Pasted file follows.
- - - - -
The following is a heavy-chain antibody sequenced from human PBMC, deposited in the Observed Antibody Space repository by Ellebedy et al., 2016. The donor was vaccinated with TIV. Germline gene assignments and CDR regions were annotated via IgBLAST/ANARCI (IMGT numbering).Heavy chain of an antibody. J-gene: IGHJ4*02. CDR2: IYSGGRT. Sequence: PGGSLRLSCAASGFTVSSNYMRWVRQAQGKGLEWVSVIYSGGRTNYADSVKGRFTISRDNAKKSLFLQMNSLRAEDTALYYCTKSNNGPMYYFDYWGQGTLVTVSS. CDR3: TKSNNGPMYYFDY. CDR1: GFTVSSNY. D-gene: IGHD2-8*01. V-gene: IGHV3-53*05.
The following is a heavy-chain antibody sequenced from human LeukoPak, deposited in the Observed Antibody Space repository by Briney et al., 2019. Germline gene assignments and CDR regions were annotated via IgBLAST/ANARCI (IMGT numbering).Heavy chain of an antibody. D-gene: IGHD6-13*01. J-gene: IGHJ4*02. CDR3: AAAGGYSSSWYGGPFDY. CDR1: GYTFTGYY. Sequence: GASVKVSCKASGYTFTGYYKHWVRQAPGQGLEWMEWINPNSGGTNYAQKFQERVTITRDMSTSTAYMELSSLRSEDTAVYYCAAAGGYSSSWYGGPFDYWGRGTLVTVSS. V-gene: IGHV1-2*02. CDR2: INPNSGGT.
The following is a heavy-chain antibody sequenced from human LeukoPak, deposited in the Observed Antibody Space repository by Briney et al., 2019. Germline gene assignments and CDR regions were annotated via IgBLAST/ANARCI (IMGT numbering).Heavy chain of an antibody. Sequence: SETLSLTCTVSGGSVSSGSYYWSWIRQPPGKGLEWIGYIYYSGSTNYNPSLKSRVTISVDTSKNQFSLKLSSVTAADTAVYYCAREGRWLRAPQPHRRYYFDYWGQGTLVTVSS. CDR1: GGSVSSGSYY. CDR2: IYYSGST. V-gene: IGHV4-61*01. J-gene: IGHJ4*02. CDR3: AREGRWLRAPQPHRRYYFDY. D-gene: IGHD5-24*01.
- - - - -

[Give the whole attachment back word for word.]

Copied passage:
The following is a heavy-chain antibody sequenced from human PBMC, deposited in the Observed Antibody Space repository by Ellebedy et al., 2016. The donor was vaccinated with TIV. Germline gene assignments and CDR regions were annotated via IgBLAST/ANARCI (IMGT numbering).Heavy chain of an antibody. J-gene: IGHJ4*02. CDR2: IYSGGRT. Sequence: PGGSLRLSCAASGFTVSSNYMRWVRQAQGKGLEWVSVIYSGGRTNYADSVKGRFTISRDNAKKSLFLQMNSLRAEDTALYYCTKSNNGPMYYFDYWGQGTLVTVSS. CDR3: TKSNNGPMYYFDY. CDR1: GFTVSSNY. D-gene: IGHD2-8*01. V-gene: IGHV3-53*05.
The following is a heavy-chain antibody sequenced from human LeukoPak, deposited in the Observed Antibody Space repository by Briney et al., 2019. Germline gene assignments and CDR regions were annotated via IgBLAST/ANARCI (IMGT numbering).Heavy chain of an antibody. D-gene: IGHD6-13*01. J-gene: IGHJ4*02. CDR3: AAAGGYSSSWYGGPFDY. CDR1: GYTFTGYY. Sequence: GASVKVSCKASGYTFTGYYKHWVRQAPGQGLEWMEWINPNSGGTNYAQKFQERVTITRDMSTSTAYMELSSLRSEDTAVYYCAAAGGYSSSWYGGPFDYWGRGTLVTVSS. V-gene: IGHV1-2*02. CDR2: INPNSGGT.
The following is a heavy-chain antibody sequenced from human LeukoPak, deposited in the Observed Antibody Space repository by Briney et al., 2019. Germline gene assignments and CDR regions were annotated via IgBLAST/ANARCI (IMGT numbering).Heavy chain of an antibody. Sequence: SETLSLTCTVSGGSVSSGSYYWSWIRQPPGKGLEWIGYIYYSGSTNYNPSLKSRVTISVDTSKNQFSLKLSSVTAADTAVYYCAREGRWLRAPQPHRRYYFDYWGQGTLVTVSS. CDR1: GGSVSSGSYY. CDR2: IYYSGST. V-gene: IGHV4-61*01. J-gene: IGHJ4*02. CDR3: AREGRWLRAPQPHRRYYFDY. D-gene: IGHD5-24*01.